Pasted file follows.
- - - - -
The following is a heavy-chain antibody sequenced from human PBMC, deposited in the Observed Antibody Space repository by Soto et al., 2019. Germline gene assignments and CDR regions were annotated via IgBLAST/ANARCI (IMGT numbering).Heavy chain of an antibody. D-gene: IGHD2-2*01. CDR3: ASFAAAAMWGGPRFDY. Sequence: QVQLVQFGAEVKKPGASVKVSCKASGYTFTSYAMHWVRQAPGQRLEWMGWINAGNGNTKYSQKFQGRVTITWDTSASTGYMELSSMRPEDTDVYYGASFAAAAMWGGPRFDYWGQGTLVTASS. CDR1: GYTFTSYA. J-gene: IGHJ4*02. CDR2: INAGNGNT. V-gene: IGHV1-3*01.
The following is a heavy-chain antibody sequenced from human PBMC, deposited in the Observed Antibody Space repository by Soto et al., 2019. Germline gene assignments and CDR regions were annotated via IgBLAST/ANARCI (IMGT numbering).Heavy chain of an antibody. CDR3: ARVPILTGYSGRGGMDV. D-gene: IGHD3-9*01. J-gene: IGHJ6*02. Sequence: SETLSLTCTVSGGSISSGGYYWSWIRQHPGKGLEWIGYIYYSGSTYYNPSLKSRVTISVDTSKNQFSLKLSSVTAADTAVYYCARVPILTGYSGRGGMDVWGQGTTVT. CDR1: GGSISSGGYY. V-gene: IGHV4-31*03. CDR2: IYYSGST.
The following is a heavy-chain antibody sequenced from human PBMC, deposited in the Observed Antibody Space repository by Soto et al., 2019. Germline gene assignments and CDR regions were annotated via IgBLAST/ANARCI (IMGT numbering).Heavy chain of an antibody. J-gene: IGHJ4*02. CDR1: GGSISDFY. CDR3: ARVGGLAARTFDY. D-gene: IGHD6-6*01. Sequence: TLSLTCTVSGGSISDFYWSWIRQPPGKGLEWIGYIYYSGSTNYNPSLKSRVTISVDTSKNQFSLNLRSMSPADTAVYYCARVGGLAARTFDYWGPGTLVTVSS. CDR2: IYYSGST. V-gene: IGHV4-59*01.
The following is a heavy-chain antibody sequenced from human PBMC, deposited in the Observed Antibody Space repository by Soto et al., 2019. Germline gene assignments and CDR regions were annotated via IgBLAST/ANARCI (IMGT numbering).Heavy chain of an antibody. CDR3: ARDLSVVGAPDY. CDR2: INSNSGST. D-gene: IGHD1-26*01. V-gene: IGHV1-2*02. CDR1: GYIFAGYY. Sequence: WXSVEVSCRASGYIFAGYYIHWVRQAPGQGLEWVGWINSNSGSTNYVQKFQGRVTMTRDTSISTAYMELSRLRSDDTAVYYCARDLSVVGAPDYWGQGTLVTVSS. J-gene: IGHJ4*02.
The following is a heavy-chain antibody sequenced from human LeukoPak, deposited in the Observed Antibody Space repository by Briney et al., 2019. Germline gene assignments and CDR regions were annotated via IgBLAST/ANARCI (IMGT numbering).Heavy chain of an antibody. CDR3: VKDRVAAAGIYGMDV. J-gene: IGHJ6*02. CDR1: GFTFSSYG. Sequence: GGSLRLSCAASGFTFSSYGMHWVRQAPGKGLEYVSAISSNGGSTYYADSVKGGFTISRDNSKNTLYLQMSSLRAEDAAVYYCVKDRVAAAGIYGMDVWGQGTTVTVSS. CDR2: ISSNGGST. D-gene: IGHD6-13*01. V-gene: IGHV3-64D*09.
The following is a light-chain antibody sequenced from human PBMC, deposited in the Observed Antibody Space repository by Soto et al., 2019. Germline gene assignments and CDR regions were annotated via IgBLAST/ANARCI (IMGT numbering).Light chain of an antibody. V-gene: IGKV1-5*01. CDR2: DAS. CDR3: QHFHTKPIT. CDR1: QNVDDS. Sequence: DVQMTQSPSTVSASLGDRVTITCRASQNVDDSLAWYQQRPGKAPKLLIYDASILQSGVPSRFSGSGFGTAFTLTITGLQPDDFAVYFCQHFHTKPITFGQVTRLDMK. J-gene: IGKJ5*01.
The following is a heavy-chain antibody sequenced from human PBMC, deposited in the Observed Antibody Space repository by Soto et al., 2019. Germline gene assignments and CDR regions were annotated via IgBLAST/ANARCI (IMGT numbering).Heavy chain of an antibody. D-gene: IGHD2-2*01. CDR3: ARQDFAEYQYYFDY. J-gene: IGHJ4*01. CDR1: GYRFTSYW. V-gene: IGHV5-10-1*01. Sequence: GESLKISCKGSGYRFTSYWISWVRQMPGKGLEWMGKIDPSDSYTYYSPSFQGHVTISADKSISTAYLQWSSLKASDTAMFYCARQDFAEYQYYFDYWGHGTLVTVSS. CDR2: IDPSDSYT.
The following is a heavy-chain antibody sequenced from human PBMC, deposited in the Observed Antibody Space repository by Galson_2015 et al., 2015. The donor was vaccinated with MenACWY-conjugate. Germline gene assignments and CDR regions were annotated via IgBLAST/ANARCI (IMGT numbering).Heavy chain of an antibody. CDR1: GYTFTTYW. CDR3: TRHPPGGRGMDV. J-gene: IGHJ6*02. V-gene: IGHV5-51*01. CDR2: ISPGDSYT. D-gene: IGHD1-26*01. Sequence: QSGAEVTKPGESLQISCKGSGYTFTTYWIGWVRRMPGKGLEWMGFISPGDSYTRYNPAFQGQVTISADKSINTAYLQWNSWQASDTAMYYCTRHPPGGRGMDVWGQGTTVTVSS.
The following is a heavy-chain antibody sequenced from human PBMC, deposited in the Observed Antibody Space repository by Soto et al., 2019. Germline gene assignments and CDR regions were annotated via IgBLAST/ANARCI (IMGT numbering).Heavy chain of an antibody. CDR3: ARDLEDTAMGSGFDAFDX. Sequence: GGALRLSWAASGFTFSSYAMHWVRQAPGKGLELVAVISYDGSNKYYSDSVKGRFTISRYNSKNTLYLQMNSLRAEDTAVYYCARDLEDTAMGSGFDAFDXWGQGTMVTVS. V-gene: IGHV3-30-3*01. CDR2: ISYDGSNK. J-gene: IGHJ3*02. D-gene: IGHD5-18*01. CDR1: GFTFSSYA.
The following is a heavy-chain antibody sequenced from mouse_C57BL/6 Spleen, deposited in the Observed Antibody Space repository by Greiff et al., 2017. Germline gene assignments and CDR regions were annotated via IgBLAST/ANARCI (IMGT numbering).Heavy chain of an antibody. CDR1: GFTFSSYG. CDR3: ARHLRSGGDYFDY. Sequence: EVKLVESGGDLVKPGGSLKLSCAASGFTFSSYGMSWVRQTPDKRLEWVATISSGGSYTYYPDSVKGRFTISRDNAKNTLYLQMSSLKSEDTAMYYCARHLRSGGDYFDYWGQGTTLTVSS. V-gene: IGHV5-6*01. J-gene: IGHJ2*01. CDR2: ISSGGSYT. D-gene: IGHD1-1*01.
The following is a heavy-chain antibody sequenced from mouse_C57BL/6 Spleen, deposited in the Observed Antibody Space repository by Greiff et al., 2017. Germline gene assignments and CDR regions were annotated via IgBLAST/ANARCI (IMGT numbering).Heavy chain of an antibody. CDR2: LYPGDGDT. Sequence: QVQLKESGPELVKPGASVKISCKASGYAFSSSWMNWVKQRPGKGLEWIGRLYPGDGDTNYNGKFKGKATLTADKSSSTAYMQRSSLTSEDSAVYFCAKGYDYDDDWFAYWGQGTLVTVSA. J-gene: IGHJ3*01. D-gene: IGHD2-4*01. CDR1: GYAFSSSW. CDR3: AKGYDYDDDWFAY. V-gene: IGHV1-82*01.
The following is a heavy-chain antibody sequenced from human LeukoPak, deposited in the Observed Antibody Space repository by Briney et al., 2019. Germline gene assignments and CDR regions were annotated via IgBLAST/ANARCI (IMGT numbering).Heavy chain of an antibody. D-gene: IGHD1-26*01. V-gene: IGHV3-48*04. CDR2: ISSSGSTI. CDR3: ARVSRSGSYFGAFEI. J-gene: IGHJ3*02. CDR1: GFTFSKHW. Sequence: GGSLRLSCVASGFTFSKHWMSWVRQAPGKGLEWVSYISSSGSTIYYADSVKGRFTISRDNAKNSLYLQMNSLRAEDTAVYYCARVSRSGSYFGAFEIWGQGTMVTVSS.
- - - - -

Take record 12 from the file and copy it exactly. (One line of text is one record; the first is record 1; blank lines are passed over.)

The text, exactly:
The following is a heavy-chain antibody sequenced from human LeukoPak, deposited in the Observed Antibody Space repository by Briney et al., 2019. Germline gene assignments and CDR regions were annotated via IgBLAST/ANARCI (IMGT numbering).Heavy chain of an antibody. D-gene: IGHD1-26*01. V-gene: IGHV3-48*04. CDR2: ISSSGSTI. CDR3: ARVSRSGSYFGAFEI. J-gene: IGHJ3*02. CDR1: GFTFSKHW. Sequence: GGSLRLSCVASGFTFSKHWMSWVRQAPGKGLEWVSYISSSGSTIYYADSVKGRFTISRDNAKNSLYLQMNSLRAEDTAVYYCARVSRSGSYFGAFEIWGQGTMVTVSS.